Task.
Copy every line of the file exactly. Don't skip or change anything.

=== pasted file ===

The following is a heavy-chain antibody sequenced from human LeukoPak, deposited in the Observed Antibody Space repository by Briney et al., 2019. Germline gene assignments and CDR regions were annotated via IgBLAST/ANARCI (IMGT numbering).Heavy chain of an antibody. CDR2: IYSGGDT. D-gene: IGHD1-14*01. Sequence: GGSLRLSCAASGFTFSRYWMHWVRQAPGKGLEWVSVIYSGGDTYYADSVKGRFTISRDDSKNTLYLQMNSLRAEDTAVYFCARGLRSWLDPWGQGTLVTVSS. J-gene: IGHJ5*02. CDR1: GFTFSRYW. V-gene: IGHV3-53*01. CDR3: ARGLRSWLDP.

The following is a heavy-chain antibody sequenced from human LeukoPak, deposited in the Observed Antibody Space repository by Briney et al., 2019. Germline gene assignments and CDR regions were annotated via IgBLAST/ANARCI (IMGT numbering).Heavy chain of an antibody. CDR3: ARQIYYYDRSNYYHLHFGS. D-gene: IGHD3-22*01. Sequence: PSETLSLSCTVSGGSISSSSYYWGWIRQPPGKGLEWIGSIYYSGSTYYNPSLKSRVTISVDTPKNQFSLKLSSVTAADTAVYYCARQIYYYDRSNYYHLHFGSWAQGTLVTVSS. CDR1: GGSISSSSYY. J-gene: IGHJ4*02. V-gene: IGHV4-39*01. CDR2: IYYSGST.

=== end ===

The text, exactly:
The following is a heavy-chain antibody sequenced from human LeukoPak, deposited in the Observed Antibody Space repository by Briney et al., 2019. Germline gene assignments and CDR regions were annotated via IgBLAST/ANARCI (IMGT numbering).Heavy chain of an antibody. CDR2: IYSGGDT. D-gene: IGHD1-14*01. Sequence: GGSLRLSCAASGFTFSRYWMHWVRQAPGKGLEWVSVIYSGGDTYYADSVKGRFTISRDDSKNTLYLQMNSLRAEDTAVYFCARGLRSWLDPWGQGTLVTVSS. J-gene: IGHJ5*02. CDR1: GFTFSRYW. V-gene: IGHV3-53*01. CDR3: ARGLRSWLDP.

The following is a heavy-chain antibody sequenced from human LeukoPak, deposited in the Observed Antibody Space repository by Briney et al., 2019. Germline gene assignments and CDR regions were annotated via IgBLAST/ANARCI (IMGT numbering).Heavy chain of an antibody. CDR3: ARQIYYYDRSNYYHLHFGS. D-gene: IGHD3-22*01. Sequence: PSETLSLSCTVSGGSISSSSYYWGWIRQPPGKGLEWIGSIYYSGSTYYNPSLKSRVTISVDTPKNQFSLKLSSVTAADTAVYYCARQIYYYDRSNYYHLHFGSWAQGTLVTVSS. CDR1: GGSISSSSYY. J-gene: IGHJ4*02. V-gene: IGHV4-39*01. CDR2: IYYSGST.